Once upon a time, a long while ago, when the very flies wrote upon the walls more beautifully than the mind can picture, there lived an Emperor and an Empress who had three sons, and a very beautiful garden alongside their palace. At the bottom of this garden there grew an apple-tree, entirely of gold from the top to the bottom. The Emperor was wild with joy at the thought that he had in his garden an apple-tree, the like of which was not to be found in the wide world. He used to stand in front of it, and poke his nose into every part of it, and look at it again and again, till his eyes nearly started out of his head. One day he saw this tree bud, blossom, and form its fruit, which began to ripen before him. The Emperor twisted his moustache, and his mouth watered at the thought that the next day he would have a golden apple or two on his table, an unheard-of thing up to that moment since the world began.
Day had scarcely begun to dawn next morning, when the Emperor was already in the garden to feast his eyes to the full on the golden apples; but he almost went out of his mind when, instead of the ripened golden apples, he saw that the tree was budding anew, but of apples there was no sign. While he stood there he saw the tree blossom, the blossoms fall off, and the young fruit again appear.
At this sight his heart came back to him again, and he joyfully awaited the morrow, but on the morrow also the apples had gone - goodness knows where! The Emperor was very wroth. He commanded that the tree should be strictly guarded, and the thief seized; but, alas! where were they to find him?
The tree blossomed every day, put forth flowers, formed its fruit, and towards evening the fruit began to ripen. But in the middle of the night somebody always came and took away the fruit, without the Emperor's watchers being aware of it. It was just as if it were done on purpose. Every night, sure enough, somebody came and took the apples, as if to mock at the Emperor and all his guards! So though this Emperor had the golden apple-tree in his garden, he not only never could have a golden apple on his table, but never even saw it ripen. At last the poor Emperor took it so to heart that he said he would give up his throne to whosoever would catch and bind the thief.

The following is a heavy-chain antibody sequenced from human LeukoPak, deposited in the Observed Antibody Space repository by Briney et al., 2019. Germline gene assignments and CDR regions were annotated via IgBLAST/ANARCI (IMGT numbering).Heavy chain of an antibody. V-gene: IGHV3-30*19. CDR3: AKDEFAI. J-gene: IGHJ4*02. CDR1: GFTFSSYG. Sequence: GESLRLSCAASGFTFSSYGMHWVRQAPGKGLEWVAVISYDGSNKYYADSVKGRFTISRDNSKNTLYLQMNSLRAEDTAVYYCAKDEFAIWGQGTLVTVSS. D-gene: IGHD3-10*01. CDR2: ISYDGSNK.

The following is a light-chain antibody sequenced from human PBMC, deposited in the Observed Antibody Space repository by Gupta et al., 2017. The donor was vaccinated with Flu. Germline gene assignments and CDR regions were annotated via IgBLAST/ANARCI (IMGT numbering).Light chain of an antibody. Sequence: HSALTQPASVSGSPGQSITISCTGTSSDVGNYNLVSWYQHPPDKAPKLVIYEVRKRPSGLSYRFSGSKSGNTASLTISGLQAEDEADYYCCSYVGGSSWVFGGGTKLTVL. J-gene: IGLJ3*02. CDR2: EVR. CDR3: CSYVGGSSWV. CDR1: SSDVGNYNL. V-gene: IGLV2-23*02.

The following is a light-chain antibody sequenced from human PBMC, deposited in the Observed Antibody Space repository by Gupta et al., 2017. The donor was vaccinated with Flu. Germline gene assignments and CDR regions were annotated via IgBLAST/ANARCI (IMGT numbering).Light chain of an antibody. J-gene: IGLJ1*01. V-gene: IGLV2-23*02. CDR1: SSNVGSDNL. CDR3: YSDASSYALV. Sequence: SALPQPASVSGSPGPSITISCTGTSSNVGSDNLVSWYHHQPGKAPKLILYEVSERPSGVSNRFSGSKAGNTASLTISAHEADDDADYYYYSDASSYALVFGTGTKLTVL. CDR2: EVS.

Then the sons of the Emperor came to him, and asked him to let them watch also. Great was the joy of the Emperor when he heard from the mouth of his eldest son the vow he made to lay hands upon the thief. So the Emperor gave him leave, and he set to work. The eldest son watched the first night, but he suffered the same disgrace that the other watchers had suffered before him.
On the second night the second son watched, but he was no cleverer than his brother, and returned to his father with his nose to the earth.
Both the brothers said that up to midnight they had watched well enough, but after that they could not keep their feet for weariness, but fell down in a deep sleep, and recollected nothing else.
The youngest son listened to all this in silence, but when his big brothers had told their story, he begged his father to let him watch too. Now, sad as his father was at being unable to find a valiant warrior to catch the thief, yet he burst out laughing when he heard the request of his youngest son. Nevertheless, he yielded at last, though only after much pressing, and now the youngest son set about guarding the tree.